Local Views

Some WPF themes in CODE Framework support the concept of “local” views or “child” views. Those are views that belong to another view in a hierarchical fashion. For instance, a customer search list may open a customer for editing. The edit form could be considered a view that is “local” to the list, or is a “child” of the list, or even to “belong” to the list. If the edit form is opened in a modal fashion, users could still move to other main windows (such as an invoice search form) with the “modal” customer edit list remaining open within the context of the customer list and has to be closed before the user can do anything in the customer list… although the user is free to do whatever they please with all other forms. In that sense, the edit form, although modal, is only considered modal within the local context of the customer list. This is a concept that was originally introduced with the Wildcat theme, where it was inspired by the popular StaffLynx demo application, which prominently features this concept.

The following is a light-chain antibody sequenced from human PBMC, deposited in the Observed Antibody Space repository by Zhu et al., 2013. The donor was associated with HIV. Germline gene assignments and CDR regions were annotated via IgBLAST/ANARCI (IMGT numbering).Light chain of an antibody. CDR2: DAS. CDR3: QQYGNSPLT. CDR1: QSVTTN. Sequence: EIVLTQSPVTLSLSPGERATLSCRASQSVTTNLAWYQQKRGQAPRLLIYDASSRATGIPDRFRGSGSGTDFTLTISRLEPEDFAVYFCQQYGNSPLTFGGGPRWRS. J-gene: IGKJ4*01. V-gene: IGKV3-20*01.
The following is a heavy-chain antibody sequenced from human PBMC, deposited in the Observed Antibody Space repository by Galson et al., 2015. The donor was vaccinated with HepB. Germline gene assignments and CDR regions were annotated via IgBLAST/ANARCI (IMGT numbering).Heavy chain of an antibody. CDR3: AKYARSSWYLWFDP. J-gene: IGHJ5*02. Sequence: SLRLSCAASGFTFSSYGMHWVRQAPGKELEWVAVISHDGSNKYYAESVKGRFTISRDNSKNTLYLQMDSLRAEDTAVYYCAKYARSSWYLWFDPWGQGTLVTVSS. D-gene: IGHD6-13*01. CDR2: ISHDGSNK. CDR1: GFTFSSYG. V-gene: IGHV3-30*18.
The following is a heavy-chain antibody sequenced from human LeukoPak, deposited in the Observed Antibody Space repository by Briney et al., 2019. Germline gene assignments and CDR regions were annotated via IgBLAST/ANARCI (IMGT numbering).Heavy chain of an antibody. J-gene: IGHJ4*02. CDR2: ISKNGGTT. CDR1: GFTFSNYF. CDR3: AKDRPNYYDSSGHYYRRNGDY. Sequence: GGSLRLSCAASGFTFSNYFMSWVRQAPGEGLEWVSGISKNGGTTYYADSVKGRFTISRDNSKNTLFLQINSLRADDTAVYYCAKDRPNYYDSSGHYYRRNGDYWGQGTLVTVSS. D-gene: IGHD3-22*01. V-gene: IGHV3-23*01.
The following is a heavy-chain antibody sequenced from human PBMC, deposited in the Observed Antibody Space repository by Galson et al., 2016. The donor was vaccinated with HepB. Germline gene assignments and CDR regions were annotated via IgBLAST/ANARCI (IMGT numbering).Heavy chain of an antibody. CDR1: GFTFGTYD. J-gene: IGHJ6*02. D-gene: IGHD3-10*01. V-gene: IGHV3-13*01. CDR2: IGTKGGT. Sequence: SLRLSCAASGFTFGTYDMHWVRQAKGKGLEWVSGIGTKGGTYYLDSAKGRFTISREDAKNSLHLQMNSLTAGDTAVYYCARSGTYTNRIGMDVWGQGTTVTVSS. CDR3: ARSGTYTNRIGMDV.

Here is an example of what this might look like:

To make a modal view local to a parent form, it can simply be launched from a controller like any other modal view, but with the scope set to Local, as in this controller action method:

public ActionResult Edit()
    return ViewModal(new EditViewModel(), ViewLevel.TopLevel, ViewScope.Local);

Note the last parameter.

Note: Not all themes support Local scope. The above line of code executes without error in all themes, but many themes may ignore the local scope and open the view in an application-modal fashion. So results may vary for each theme.